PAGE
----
Rennet: Types, Techniques & Testing

Rennet: Types, Techniques & Testing

Rennet is the coagulant that is used to set a curd when making cheese.   Traditionally rennet is made from an enzyme found in the stomachs of baby calves, goats or lambs. Vegetable rennets are obtained from a type of mold, and there are also plant-based rennets such Thistle rennet.   Rennet comes in tablet, liquid and powder form.

To use your rennet, you first must dilute the desired amount in non-chlorinated water (we use distilled water but if you have a good filter on your water source, that will generally take all the chlorine out of the water). If using rennet tablets, just be aware that 1 tablet = 1 teaspoon and when you dilute it in the water it won’t actually dissolve. Use your diluted rennet within 30 minutes or it will lose its effectiveness.

Rennet has a limited shelf life – liquid rennet lasts for 7-8 months when refrigerated and tablets last for up to 2 years when stored in the freezer. If you are unsure how old your rennet is or whether or not it is still effective, you can do the following test:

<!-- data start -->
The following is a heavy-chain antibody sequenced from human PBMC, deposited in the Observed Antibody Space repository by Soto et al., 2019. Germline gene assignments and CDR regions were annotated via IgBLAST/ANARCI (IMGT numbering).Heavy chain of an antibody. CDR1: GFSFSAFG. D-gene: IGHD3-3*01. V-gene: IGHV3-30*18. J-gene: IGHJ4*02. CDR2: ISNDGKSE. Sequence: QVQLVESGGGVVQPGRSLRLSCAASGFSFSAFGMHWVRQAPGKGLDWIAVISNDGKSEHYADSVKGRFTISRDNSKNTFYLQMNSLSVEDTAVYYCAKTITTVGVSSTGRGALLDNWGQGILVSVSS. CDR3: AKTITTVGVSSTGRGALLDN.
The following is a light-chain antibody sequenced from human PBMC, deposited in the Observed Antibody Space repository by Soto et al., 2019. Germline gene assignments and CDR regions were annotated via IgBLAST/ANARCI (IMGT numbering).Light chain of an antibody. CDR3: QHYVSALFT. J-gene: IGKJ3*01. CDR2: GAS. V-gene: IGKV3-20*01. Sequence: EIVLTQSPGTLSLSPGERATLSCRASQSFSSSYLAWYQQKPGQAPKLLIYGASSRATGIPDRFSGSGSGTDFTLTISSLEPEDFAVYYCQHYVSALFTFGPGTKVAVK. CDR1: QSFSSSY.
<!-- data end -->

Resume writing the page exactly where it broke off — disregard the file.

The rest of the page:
• Heat one cup of milk to 90F.
  • Dilute ¼ tablet or ¼ tsp liquid rennet in ½ cup non-chlorinated water.
  • Take 2 tsp of the diluted rennet and add it to the milk.
  • Stir gently for 30 seconds.
  • If the rennet is working, the milk surface will form a slight film in 2 minutes and will have formed a firm curd within 6 minutes.

If not, it might be time to get some new rennet!


Submitted by Kate Johnson

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